News from the Revolution in Rojava and Wider Kurdistan
The following interview was conducted by the Rojava Report with Athithan Jayapalan, a Tamil activist living in Europe. In the interview Athithan dicusses the current state of the Tamil Liberation Struggle and compares this struggle to that of the Kurdish Liberation Struggle. Athithan also considers the possibility that the Rojava model could serve as an alternative to the nation-state model which has been the cause of such violence and oppression in Sri Lanka. Finally Athithan considers different possibilities for collaboration and solidarity among Kurdish and Tamil activists. Athithan can be reached at: firstname.lastname@example.org
-Can you briefly summarize the history of the Tamil movement? What is the current state of the Tamil movement in Tamil Eelam since 2009?
The sovereignty of the Tamil people in Sri Lanka was usurped by successive imperialist powers, beginning with the Portuguese in 1619, followed by the Dutch, and finally the British. The British artificially united the island under a unitary state in 1833 and in 1947 they undemocratically transferred power to the Sinhala English educated elite, who further consolidated this tradition of undemocratic rule by crystalizing it as a Sinhala Buddhist nation-state. As with the Kurdish people’s struggle in Northern Kurdistan, the Eelam Tamils commenced non-violent political mobilization demanding equal rights and self- determination within a federal system from 1948 till the 1960s. This was met with deceit and suppression, alongside state sponsored colonization schemes and anti-Tamil pogroms. In the 1970s, Eelam youth disillusioned with the parliamentary approach of the elder generation in resolving the national question, form armed revolutionary movements. The LTTE becomes the chief propagator of the liberation struggle from the late 1980s onwards. There are, as you know, many parallels between the PKK and the LTTE. Both have spearheaded a sovereign and revolutionary liberation struggle emphasizing egalitarian ideals and practice towards national equity, unity and gender equality.
This led the LTTE, (as with the PKK) into being criminalized and branded as terrorist by a range of regional and international powers, who are also responsible for aiding the Sri Lankan state in implementing counter-insurgency towards pursuing a military solution to the Tamil national question.
The LTTE went into a short lived peace negotiation with the Sri Lankan government in 1994, which broke down the following year with an unprecedented Sri Lankan military campaign against the Tamils. Likewise in 2002, the US-Japan alliance sponsored a Norway mediated peace process. From 2004 onwards the government unleashed a covert war in which thousands of Tamil intellectuals, politicians, writers and journalists were assassinated. From 2008 December till mid-May 2009, the government with the aid of multiple international establishments conducted a genocidal war, killing over 146,000 Tamils and annihilating the LTTE’s de-facto state and fighting formations.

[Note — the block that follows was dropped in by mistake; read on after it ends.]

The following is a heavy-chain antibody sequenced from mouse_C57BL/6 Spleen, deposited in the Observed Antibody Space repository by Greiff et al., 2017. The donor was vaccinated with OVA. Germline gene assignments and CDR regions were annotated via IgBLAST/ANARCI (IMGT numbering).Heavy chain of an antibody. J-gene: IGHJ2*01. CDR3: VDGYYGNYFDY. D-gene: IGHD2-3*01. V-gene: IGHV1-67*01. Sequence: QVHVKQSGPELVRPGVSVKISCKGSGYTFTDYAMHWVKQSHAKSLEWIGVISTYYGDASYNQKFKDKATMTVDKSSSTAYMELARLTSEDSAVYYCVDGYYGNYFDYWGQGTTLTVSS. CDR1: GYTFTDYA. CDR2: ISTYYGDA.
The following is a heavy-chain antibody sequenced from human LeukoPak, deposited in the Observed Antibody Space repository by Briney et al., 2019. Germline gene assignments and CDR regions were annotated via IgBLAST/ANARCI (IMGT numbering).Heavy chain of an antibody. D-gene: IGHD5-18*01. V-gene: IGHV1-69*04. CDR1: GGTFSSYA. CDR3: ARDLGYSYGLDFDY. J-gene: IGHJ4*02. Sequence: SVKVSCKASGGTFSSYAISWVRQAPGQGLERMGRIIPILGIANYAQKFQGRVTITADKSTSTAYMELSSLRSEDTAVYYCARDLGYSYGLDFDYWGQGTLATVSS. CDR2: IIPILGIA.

Since then our people have been subjected to an unprecedented military occupation and a structural genocide, in which the national characteristics of the Eelam Tamils are systematically dismantled and annihilated. In many parts of Eelam, there is effectively 1 solider per 3 civilians; in addition you have the navy, the air force, the police, the British trained Special Task Force, auxiliary forces and various paramilitary groups. Currently more than 75 percent of the entire Sri Lankan armed forces are entrenched in the Tamil homeland.
This has led to a situation in which the remaining courageous voices in the homeland, represented by Tamil political parties and grass-root movements, are heavily monitored, intimidated and circumscribed. The demand however remains centered on regaining our lost sovereignty, to exercise self-determination and to secure justice for the crimes perpetuated against the Tamil people. This inevitably leads to the diaspora and fellow Tamils in Tamil Nadu, India gaining a more prolific role in addressing and articulating the political situation and demands of the people in Tamil Eelam.
-How does the situation in Tamil Eelam relate to the situation in Tamil Nadu and India more broadly? In the diaspora?